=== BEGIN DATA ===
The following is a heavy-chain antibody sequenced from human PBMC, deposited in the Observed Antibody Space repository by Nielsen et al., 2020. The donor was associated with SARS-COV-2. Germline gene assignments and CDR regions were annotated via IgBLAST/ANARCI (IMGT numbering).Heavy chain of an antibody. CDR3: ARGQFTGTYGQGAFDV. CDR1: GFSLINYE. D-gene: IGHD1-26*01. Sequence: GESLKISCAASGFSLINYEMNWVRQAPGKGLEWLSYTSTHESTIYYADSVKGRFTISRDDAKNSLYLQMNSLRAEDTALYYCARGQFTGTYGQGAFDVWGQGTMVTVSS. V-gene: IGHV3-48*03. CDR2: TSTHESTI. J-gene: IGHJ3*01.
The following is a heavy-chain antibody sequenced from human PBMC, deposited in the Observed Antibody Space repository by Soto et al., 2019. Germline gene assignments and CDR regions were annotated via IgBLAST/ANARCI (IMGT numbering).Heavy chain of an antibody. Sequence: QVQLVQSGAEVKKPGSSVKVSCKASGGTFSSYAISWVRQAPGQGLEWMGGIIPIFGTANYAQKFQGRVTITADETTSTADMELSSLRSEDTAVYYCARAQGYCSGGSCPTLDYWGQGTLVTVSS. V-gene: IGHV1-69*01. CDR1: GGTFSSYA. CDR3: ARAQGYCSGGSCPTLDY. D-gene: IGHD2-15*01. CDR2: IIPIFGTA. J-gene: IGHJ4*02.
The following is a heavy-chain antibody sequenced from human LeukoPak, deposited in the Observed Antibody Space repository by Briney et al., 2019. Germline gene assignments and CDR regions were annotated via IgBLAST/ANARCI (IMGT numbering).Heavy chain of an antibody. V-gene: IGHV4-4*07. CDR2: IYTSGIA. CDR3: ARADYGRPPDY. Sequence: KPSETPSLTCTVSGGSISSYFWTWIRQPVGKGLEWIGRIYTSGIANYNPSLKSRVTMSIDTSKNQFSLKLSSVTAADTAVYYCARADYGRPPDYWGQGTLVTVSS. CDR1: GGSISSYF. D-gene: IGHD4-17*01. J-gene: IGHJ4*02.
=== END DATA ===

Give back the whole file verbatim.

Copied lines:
The following is a heavy-chain antibody sequenced from human PBMC, deposited in the Observed Antibody Space repository by Nielsen et al., 2020. The donor was associated with SARS-COV-2. Germline gene assignments and CDR regions were annotated via IgBLAST/ANARCI (IMGT numbering).Heavy chain of an antibody. CDR3: ARGQFTGTYGQGAFDV. CDR1: GFSLINYE. D-gene: IGHD1-26*01. Sequence: GESLKISCAASGFSLINYEMNWVRQAPGKGLEWLSYTSTHESTIYYADSVKGRFTISRDDAKNSLYLQMNSLRAEDTALYYCARGQFTGTYGQGAFDVWGQGTMVTVSS. V-gene: IGHV3-48*03. CDR2: TSTHESTI. J-gene: IGHJ3*01.
The following is a heavy-chain antibody sequenced from human PBMC, deposited in the Observed Antibody Space repository by Soto et al., 2019. Germline gene assignments and CDR regions were annotated via IgBLAST/ANARCI (IMGT numbering).Heavy chain of an antibody. Sequence: QVQLVQSGAEVKKPGSSVKVSCKASGGTFSSYAISWVRQAPGQGLEWMGGIIPIFGTANYAQKFQGRVTITADETTSTADMELSSLRSEDTAVYYCARAQGYCSGGSCPTLDYWGQGTLVTVSS. V-gene: IGHV1-69*01. CDR1: GGTFSSYA. CDR3: ARAQGYCSGGSCPTLDY. D-gene: IGHD2-15*01. CDR2: IIPIFGTA. J-gene: IGHJ4*02.
The following is a heavy-chain antibody sequenced from human LeukoPak, deposited in the Observed Antibody Space repository by Briney et al., 2019. Germline gene assignments and CDR regions were annotated via IgBLAST/ANARCI (IMGT numbering).Heavy chain of an antibody. V-gene: IGHV4-4*07. CDR2: IYTSGIA. CDR3: ARADYGRPPDY. Sequence: KPSETPSLTCTVSGGSISSYFWTWIRQPVGKGLEWIGRIYTSGIANYNPSLKSRVTMSIDTSKNQFSLKLSSVTAADTAVYYCARADYGRPPDYWGQGTLVTVSS. CDR1: GGSISSYF. D-gene: IGHD4-17*01. J-gene: IGHJ4*02.